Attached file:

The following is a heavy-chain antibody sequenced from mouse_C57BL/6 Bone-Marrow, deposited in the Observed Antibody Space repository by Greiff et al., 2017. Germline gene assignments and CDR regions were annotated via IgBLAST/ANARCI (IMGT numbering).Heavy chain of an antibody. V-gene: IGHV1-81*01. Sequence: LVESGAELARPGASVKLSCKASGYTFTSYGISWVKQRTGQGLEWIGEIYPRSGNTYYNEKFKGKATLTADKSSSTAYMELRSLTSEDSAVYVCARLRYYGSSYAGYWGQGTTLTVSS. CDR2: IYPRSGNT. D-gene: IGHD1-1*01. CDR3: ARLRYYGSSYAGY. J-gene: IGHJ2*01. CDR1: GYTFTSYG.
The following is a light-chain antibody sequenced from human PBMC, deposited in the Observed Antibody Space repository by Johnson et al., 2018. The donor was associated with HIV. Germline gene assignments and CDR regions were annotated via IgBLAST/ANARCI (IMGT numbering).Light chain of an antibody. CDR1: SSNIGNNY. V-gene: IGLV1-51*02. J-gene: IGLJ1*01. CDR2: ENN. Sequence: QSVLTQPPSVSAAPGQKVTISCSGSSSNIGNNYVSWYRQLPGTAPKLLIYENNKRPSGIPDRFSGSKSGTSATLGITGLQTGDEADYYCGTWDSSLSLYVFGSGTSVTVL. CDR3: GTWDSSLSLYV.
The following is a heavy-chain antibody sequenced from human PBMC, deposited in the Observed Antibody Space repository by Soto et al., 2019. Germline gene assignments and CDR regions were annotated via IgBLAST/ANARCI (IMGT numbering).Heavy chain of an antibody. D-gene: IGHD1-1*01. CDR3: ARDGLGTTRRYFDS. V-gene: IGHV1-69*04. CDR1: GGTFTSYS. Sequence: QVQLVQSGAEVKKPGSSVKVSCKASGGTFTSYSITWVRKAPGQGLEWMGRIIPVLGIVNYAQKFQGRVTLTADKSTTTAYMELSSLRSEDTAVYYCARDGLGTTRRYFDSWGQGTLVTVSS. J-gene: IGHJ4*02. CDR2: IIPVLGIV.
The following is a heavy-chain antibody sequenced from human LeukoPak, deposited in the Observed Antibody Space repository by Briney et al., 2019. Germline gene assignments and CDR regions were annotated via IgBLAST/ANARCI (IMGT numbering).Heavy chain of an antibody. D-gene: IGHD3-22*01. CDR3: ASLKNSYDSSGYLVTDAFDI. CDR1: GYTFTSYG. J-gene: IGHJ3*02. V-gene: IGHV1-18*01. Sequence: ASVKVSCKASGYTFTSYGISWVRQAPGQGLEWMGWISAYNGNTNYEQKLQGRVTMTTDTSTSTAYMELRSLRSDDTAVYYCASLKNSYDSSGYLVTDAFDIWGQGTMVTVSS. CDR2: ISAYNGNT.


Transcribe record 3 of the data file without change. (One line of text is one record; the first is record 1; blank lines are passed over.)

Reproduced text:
The following is a heavy-chain antibody sequenced from human PBMC, deposited in the Observed Antibody Space repository by Soto et al., 2019. Germline gene assignments and CDR regions were annotated via IgBLAST/ANARCI (IMGT numbering).Heavy chain of an antibody. D-gene: IGHD1-1*01. CDR3: ARDGLGTTRRYFDS. V-gene: IGHV1-69*04. CDR1: GGTFTSYS. Sequence: QVQLVQSGAEVKKPGSSVKVSCKASGGTFTSYSITWVRKAPGQGLEWMGRIIPVLGIVNYAQKFQGRVTLTADKSTTTAYMELSSLRSEDTAVYYCARDGLGTTRRYFDSWGQGTLVTVSS. J-gene: IGHJ4*02. CDR2: IIPVLGIV.